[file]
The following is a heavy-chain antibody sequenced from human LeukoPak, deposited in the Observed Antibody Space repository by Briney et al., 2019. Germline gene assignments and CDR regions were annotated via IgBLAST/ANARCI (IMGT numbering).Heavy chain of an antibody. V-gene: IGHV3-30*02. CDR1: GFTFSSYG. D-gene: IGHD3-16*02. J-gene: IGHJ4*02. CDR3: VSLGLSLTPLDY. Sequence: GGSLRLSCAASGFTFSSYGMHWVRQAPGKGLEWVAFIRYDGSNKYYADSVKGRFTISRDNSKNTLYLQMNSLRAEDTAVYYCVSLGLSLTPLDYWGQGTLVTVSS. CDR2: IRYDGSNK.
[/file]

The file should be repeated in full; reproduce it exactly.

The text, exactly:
The following is a heavy-chain antibody sequenced from human LeukoPak, deposited in the Observed Antibody Space repository by Briney et al., 2019. Germline gene assignments and CDR regions were annotated via IgBLAST/ANARCI (IMGT numbering).Heavy chain of an antibody. V-gene: IGHV3-30*02. CDR1: GFTFSSYG. D-gene: IGHD3-16*02. J-gene: IGHJ4*02. CDR3: VSLGLSLTPLDY. Sequence: GGSLRLSCAASGFTFSSYGMHWVRQAPGKGLEWVAFIRYDGSNKYYADSVKGRFTISRDNSKNTLYLQMNSLRAEDTAVYYCVSLGLSLTPLDYWGQGTLVTVSS. CDR2: IRYDGSNK.